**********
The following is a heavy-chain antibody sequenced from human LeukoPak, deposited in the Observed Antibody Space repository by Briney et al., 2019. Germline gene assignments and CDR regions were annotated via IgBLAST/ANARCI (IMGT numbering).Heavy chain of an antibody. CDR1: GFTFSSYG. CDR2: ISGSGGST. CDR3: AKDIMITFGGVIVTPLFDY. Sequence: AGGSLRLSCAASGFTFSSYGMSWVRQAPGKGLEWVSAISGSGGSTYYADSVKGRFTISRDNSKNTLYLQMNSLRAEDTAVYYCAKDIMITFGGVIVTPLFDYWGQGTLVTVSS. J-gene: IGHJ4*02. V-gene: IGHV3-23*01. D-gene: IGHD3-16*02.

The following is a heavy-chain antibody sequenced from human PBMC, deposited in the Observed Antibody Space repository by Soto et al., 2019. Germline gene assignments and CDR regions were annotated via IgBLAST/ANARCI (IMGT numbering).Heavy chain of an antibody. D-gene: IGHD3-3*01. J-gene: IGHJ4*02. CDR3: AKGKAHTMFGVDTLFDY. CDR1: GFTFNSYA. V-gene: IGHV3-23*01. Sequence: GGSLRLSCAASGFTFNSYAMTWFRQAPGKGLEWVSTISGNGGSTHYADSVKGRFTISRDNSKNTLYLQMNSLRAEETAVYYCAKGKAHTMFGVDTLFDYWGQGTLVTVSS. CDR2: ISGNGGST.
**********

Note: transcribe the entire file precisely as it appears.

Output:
The following is a heavy-chain antibody sequenced from human LeukoPak, deposited in the Observed Antibody Space repository by Briney et al., 2019. Germline gene assignments and CDR regions were annotated via IgBLAST/ANARCI (IMGT numbering).Heavy chain of an antibody. CDR1: GFTFSSYG. CDR2: ISGSGGST. CDR3: AKDIMITFGGVIVTPLFDY. Sequence: AGGSLRLSCAASGFTFSSYGMSWVRQAPGKGLEWVSAISGSGGSTYYADSVKGRFTISRDNSKNTLYLQMNSLRAEDTAVYYCAKDIMITFGGVIVTPLFDYWGQGTLVTVSS. J-gene: IGHJ4*02. V-gene: IGHV3-23*01. D-gene: IGHD3-16*02.

The following is a heavy-chain antibody sequenced from human PBMC, deposited in the Observed Antibody Space repository by Soto et al., 2019. Germline gene assignments and CDR regions were annotated via IgBLAST/ANARCI (IMGT numbering).Heavy chain of an antibody. D-gene: IGHD3-3*01. J-gene: IGHJ4*02. CDR3: AKGKAHTMFGVDTLFDY. CDR1: GFTFNSYA. V-gene: IGHV3-23*01. Sequence: GGSLRLSCAASGFTFNSYAMTWFRQAPGKGLEWVSTISGNGGSTHYADSVKGRFTISRDNSKNTLYLQMNSLRAEETAVYYCAKGKAHTMFGVDTLFDYWGQGTLVTVSS. CDR2: ISGNGGST.